The chairman of the US Securities and Exchange Commission (SEC) has explained how the US government regulates cryptocurrency. He calls bitcoin a store of value and notes that the rise is caused by the inefficiency of the current payment system.
How Bitcoin Is Regulated In The US
SEC Chairman Jay Clayton explained how the US government regulates bitcoin during an interview with CNBC Squawk Box on Thursday.
He started by responding to a comment by JPMorgan CEO Jamie Dimon about bitcoin regulation. Dimon said he was not in favor of bitcoin because, in his experience, the government can “arrange anything they want when they feel like it.” Considering bitcoin’s current market cap of about $ 340 billion, Dimon claimed that “as it gets bigger and bigger and bigger, it’s going to be regulated.”
Clayton described that to the SEC:
We determined that bitcoin was not a security, but rather a payment mechanism and a store of value.
“We have not regulated bitcoin as a security,” the SEC chairman confirmed. He added that during the initial coin offering (ICO) craze, “people were using ICOs and essentially disclosing securities without registering them with the SEC,” reiterating that “when people are using crypto assets as securities to raise capital for a company, the SEC takes care of that. “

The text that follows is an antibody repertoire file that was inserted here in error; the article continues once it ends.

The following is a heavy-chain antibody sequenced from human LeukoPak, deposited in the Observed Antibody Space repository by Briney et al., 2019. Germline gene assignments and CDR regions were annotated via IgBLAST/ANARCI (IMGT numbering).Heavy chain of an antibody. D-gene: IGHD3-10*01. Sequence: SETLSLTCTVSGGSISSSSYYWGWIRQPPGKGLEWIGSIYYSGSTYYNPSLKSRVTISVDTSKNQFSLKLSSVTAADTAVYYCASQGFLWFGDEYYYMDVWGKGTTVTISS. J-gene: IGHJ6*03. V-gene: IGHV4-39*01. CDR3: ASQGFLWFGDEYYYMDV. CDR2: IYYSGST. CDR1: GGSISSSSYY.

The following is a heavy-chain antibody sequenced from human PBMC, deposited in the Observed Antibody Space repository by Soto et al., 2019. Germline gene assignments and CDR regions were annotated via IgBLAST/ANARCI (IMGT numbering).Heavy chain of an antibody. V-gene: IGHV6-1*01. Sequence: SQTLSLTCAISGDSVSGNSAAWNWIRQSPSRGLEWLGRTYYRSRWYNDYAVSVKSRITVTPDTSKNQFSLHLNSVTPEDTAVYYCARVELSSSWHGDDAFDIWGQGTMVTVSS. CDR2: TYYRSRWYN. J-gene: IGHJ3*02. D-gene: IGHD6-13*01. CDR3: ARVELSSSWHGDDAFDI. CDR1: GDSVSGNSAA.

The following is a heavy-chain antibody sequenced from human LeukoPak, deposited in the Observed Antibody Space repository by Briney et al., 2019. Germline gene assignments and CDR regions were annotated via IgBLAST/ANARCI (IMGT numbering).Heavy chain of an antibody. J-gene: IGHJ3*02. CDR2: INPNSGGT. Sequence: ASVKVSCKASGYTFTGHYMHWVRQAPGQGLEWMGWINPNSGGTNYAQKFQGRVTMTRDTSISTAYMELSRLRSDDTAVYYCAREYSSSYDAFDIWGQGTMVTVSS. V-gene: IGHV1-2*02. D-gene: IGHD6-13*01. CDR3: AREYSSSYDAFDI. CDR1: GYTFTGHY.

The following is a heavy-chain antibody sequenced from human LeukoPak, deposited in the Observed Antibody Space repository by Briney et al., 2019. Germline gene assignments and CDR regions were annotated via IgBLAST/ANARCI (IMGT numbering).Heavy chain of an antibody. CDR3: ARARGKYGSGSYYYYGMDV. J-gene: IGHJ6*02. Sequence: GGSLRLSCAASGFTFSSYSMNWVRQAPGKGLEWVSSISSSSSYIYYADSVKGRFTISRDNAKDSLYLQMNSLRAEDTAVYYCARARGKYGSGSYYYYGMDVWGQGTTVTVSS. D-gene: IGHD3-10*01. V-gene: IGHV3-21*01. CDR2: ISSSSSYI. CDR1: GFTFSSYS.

Regarding bitcoin as a payment mechanism, the chairman stressed:
The government regulates payments and what we are seeing is that our current payment mechanisms, both national and international, are showing inefficiencies, those inefficiencies are the things driving the rise of bitcoin.
“We’re going to see more of that … we’re going to see this mature and we’re going to see more regulation around the payment space,” the SEC chairman noted.
Clayton confirmed his plans to complete his tenure at the end of the year on Nov. 16 after serving with the SEC for more than three and a half years. “Chairman Clayton was sworn in on May 4, 2017 and will leave the SEC as one of the longest-serving chairs,” the SEC wrote.
What do you think of US crypto regulation and Clayton’s opinion? Let us know in the comments below.
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